Barracks hospital on endangered properties list

By Tom Vogt, Columbian Science, Military & History Reporter



Visit our Vancouver Barracks Web page, which includes interactive map.

Vancouver’s century-old Post Hospital is one of eight sites on the 2012 list of the state’s most endangered historic properties.

The brick building, which overlooks Interstate 5 in downtown Vancouver, is owned by the city.

Visit our Vancouver Barracks Web page, which includes interactive map.

It was nominated for the “most endangered” list by the Fort Vancouver National Trust, which holds the master lease to the West Barracks campus and manages several buildings.

A spot on the list, released Tuesday by the Washington Trust for Historic Preservation, is a way to bring attention to the Post Hospital, said Elson Strahan, president and CEO of the National Trust.

“It’s the most iconic structure in the West Barracks,” Strahan said. “So, we wanted to make sure people understood its importance.”

That awareness will help the Historic Trust “make our case for historic-preservation funding,” Strahan said. It also hopefully will get community members interested in restoring the structure, possibly as a community center for the arts.

The nonprofit Historic Trust has undertaken a $110,000 capital campaign to fund an architecture and engineering study; about $65,000 has been secured.

The nomination includes a description of threats to each site. According to the Historic Trust, the biggest threat to the hospital is its proximity to I-5, with construction of the Columbia River Crossing slated to begin in 2014. It will include a wall that will be built within four to six feet of the hospital.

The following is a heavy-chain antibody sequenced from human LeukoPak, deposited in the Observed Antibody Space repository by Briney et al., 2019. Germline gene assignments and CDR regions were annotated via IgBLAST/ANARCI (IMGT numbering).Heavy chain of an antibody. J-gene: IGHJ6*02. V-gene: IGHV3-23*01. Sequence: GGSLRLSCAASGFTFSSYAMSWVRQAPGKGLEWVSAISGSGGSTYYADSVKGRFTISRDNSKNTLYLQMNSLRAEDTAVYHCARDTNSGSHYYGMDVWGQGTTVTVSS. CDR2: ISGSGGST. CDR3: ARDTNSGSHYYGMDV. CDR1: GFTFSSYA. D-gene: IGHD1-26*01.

Strahan added that the CRC and Director Nancy Boyd “are doing a great job working with us.”

Other threats include damage to the brick and masonry, caused by settling, moisture and acid rain resulting from traffic pollution mixing with rain.

While most of the 2012 endangered properties are in cities ranging from Spokane to Blaine, one statewide resource made the list. More than 600 historic buildings and sites that are part of the Washington State Parks system are in jeopardy, the report indicated.

The current capital budget for buildings and structures is less than one-third of funding levels in the 2007-09 biennium, according to the report.

The parks operating budget will rely on the success of the Discover Pass, a visitor-fee program that has fallen short of projections.

Mounting deferred maintenance could lead to more serious building deterioration. Shifting park rangers to seasonal employment will leave dozens of structures unattended, noted the report.

The independent, nonprofit Washington Trust for Historic Preservation has listed more than 100 threatened sites since 1992. It assists in developing strategies aimed at removing the threats and taking advantage of opportunities that might be available.

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